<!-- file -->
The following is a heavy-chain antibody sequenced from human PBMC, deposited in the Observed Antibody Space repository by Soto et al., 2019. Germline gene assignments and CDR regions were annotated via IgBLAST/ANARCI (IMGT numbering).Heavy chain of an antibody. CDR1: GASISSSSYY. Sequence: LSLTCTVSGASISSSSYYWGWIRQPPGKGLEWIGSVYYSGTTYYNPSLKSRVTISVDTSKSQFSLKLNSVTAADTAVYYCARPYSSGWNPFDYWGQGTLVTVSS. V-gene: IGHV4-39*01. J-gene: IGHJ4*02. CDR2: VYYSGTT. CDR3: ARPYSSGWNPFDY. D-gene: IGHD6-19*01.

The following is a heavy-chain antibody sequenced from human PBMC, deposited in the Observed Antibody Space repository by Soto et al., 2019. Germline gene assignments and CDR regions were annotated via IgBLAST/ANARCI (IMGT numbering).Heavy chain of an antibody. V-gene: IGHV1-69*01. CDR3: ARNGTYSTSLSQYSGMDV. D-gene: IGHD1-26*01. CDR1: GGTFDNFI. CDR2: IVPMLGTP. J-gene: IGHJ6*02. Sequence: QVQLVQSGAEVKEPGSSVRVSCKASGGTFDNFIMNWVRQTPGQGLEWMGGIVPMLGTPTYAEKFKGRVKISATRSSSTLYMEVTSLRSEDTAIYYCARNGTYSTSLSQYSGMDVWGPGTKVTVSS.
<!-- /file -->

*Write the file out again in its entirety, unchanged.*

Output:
The following is a heavy-chain antibody sequenced from human PBMC, deposited in the Observed Antibody Space repository by Soto et al., 2019. Germline gene assignments and CDR regions were annotated via IgBLAST/ANARCI (IMGT numbering).Heavy chain of an antibody. CDR1: GASISSSSYY. Sequence: LSLTCTVSGASISSSSYYWGWIRQPPGKGLEWIGSVYYSGTTYYNPSLKSRVTISVDTSKSQFSLKLNSVTAADTAVYYCARPYSSGWNPFDYWGQGTLVTVSS. V-gene: IGHV4-39*01. J-gene: IGHJ4*02. CDR2: VYYSGTT. CDR3: ARPYSSGWNPFDY. D-gene: IGHD6-19*01.

The following is a heavy-chain antibody sequenced from human PBMC, deposited in the Observed Antibody Space repository by Soto et al., 2019. Germline gene assignments and CDR regions were annotated via IgBLAST/ANARCI (IMGT numbering).Heavy chain of an antibody. V-gene: IGHV1-69*01. CDR3: ARNGTYSTSLSQYSGMDV. D-gene: IGHD1-26*01. CDR1: GGTFDNFI. CDR2: IVPMLGTP. J-gene: IGHJ6*02. Sequence: QVQLVQSGAEVKEPGSSVRVSCKASGGTFDNFIMNWVRQTPGQGLEWMGGIVPMLGTPTYAEKFKGRVKISATRSSSTLYMEVTSLRSEDTAIYYCARNGTYSTSLSQYSGMDVWGPGTKVTVSS.